1041565What’s it all about?

The event became known as The Pulse. The virus was carried by every cellular phone operating in the world. Within hours, those receiving calls would become insane – or die.

Indeed, that is the basic premise of Cell. But let’s not beat about the bush – this is basically a zombie novel 🙂

Why did I want to read it?

Well, have been taking part in the King’s March challenge and had done quite well (two short stories, one new novel and one re-read) and hadn’t really thought to pick up any others even though there was a chunk of the month still to go. But when looking for something else I came across this 2006 novel which I had completely forgotten about, and as I was looking for something light (if insane phone-call triggered zombies can be called light) to read, here we are.

What did I think of it?

While far from being his best novel I thought Cell was a cool idea that was pretty well executed. Like a lot of King’s novels it stands or falls on what you think of the main protagonist and Clay Riddell, the comic book artist whose world is turned upside down in seconds, is a likeable character driven to do some very brave things through a desire to get back to the family from whom he has been separated. So as well as being about zombies it is also a classic quest – Clay is joined by a small band of people with whom he has been thrown together by circumstances outside of his control and they head out of burning Boston so he can try to find his son.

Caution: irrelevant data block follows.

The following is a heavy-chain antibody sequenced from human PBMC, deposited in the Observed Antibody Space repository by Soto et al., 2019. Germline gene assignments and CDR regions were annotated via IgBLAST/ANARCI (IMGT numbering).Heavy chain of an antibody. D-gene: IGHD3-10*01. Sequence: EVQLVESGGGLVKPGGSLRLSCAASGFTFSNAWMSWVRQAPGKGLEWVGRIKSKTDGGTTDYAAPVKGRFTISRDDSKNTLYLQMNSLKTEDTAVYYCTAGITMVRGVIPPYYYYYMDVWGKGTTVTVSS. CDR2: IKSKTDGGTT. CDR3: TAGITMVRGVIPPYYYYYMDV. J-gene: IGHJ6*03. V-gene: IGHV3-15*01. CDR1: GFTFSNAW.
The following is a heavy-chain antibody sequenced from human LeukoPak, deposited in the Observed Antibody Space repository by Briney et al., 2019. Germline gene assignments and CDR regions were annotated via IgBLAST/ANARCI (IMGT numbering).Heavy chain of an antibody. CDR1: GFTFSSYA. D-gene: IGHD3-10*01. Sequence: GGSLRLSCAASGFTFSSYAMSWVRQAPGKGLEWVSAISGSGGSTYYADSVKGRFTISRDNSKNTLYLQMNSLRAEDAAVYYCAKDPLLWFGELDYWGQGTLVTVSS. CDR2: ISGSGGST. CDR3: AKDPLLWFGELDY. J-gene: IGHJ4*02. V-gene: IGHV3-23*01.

The development of the zombies is very interesting and unusual (to me at least) and without giving anything away they become much more than the standard mindless brain-eating hordes that you might have expected. I like the fact that we never know what caused The Pulse, and I also like the way the novel ends. But it’s the characters that make this successful – human and flawed and trying their best in a terrible situation but not always getting it right.

I liked it.